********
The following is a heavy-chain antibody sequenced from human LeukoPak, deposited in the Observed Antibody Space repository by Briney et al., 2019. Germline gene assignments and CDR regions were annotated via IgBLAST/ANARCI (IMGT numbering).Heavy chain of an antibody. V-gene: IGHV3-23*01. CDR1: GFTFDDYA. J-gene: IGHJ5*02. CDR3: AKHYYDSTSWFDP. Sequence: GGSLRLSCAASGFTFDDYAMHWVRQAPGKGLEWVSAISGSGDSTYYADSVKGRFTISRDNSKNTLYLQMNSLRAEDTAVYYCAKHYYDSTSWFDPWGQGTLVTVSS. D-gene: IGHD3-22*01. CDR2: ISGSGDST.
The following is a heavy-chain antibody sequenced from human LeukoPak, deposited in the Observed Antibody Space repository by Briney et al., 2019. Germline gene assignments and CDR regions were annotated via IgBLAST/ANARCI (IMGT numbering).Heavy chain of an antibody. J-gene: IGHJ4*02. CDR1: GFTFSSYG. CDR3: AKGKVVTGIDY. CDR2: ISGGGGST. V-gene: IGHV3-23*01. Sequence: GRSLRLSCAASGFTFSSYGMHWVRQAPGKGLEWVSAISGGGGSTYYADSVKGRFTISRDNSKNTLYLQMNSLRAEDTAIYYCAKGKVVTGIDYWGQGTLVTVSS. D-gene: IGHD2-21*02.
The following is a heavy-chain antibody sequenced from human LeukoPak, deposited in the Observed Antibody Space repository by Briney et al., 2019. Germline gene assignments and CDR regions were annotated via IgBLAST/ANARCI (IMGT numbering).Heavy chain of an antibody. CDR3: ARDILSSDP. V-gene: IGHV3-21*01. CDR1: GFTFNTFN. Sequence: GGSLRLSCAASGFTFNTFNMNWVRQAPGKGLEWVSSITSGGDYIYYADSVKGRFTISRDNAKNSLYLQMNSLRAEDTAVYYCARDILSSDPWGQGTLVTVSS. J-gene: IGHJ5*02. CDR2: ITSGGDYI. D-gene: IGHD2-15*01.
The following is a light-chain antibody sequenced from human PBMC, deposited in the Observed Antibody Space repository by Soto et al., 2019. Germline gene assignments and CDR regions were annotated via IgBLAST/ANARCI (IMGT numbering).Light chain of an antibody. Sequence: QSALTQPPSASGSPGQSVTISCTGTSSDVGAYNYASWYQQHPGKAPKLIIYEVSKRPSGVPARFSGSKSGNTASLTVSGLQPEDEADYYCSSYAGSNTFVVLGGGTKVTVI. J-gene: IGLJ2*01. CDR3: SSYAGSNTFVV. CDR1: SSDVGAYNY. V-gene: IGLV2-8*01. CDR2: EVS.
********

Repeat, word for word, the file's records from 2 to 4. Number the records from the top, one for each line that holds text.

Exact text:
The following is a heavy-chain antibody sequenced from human LeukoPak, deposited in the Observed Antibody Space repository by Briney et al., 2019. Germline gene assignments and CDR regions were annotated via IgBLAST/ANARCI (IMGT numbering).Heavy chain of an antibody. J-gene: IGHJ4*02. CDR1: GFTFSSYG. CDR3: AKGKVVTGIDY. CDR2: ISGGGGST. V-gene: IGHV3-23*01. Sequence: GRSLRLSCAASGFTFSSYGMHWVRQAPGKGLEWVSAISGGGGSTYYADSVKGRFTISRDNSKNTLYLQMNSLRAEDTAIYYCAKGKVVTGIDYWGQGTLVTVSS. D-gene: IGHD2-21*02.
The following is a heavy-chain antibody sequenced from human LeukoPak, deposited in the Observed Antibody Space repository by Briney et al., 2019. Germline gene assignments and CDR regions were annotated via IgBLAST/ANARCI (IMGT numbering).Heavy chain of an antibody. CDR3: ARDILSSDP. V-gene: IGHV3-21*01. CDR1: GFTFNTFN. Sequence: GGSLRLSCAASGFTFNTFNMNWVRQAPGKGLEWVSSITSGGDYIYYADSVKGRFTISRDNAKNSLYLQMNSLRAEDTAVYYCARDILSSDPWGQGTLVTVSS. J-gene: IGHJ5*02. CDR2: ITSGGDYI. D-gene: IGHD2-15*01.
The following is a light-chain antibody sequenced from human PBMC, deposited in the Observed Antibody Space repository by Soto et al., 2019. Germline gene assignments and CDR regions were annotated via IgBLAST/ANARCI (IMGT numbering).Light chain of an antibody. Sequence: QSALTQPPSASGSPGQSVTISCTGTSSDVGAYNYASWYQQHPGKAPKLIIYEVSKRPSGVPARFSGSKSGNTASLTVSGLQPEDEADYYCSSYAGSNTFVVLGGGTKVTVI. J-gene: IGLJ2*01. CDR3: SSYAGSNTFVV. CDR1: SSDVGAYNY. V-gene: IGLV2-8*01. CDR2: EVS.